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Amazon Alexa is now crowdsourcing answers from random users

Amazon Echo (2017)

Starting today, Amazon is trialling a new crowdsourcing program for its Alexa smart assistant - one that will look to users like you to fill in the gaps of its knowledge. (No pressure.)

The Alexa Answers program has begun inviting select customers to take part in the beta, which allows you to browse through unanswered questions on various topics - science, technology, trivia, and the like - and offer your two cents. 

Those answers are then offered up to other users who can vote the suggestion up or down in order to rate its accuracy or helpfulness. There's no claim to fame for upvoted answers, sadly, but Alexa will let you know if its used "an Amazon customer" as a source.

There are naturally filters for keeping out profane language; there will always be those determined to muck around, though we imagine Alexa will be able to prevent 'unhelpful' users from submitting ever more answers.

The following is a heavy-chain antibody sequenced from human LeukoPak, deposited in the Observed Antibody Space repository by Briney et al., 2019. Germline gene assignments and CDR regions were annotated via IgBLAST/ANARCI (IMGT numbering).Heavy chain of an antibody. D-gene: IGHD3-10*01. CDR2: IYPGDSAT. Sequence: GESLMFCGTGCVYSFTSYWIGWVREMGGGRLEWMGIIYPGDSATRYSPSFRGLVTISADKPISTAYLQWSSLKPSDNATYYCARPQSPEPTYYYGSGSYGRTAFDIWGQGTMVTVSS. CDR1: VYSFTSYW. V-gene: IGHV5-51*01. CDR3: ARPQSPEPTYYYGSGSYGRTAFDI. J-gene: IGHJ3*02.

Help a brother out

For a smart assistant whose main use is in offering information to those who need it, Alexa sure can get things wrong.

Alexa uses a variety of sources for gathering information from across the web - via Bing searches, online dictionaries, or crowdsourced sites like Wikipedia - with the margins for error that entails.

The key thing to remember is that the internet is littered with mistakes and misinformation, and that inevitably trickles down to the answers users find on Google, Wikipedia, social media, and naturally AI like Alexa or Siri. Amazon already relies on human-sourced reviews for rating and advertising its products, so the Alexa Answers program is in some ways just a natural extension of that philosophy.

Whether adding another human element to the mix will make things better, or worse, will depend on how motivated users are to help.

Via The Verge

Henry St Leger

Henry is TechRadar's News & Features Editor, covering the stories of the day with verve, moxie, and aplomb. He's spent the past three years reporting on TVs, projectors and smart speakers as well as gaming and VR – including a stint as the website's Home Cinema Editor – and has been interviewed live on both BBC World News and Channel News Asia, discussing the future of transport and 4K resolution televisions respectively. As a graduate of English Literature and persistent theatre enthusiast, he'll usually be found forcing Shakespeare puns into his technology articles, which he thinks is what the Bard would have wanted. Bylines include Edge, T3, and Little White Lies.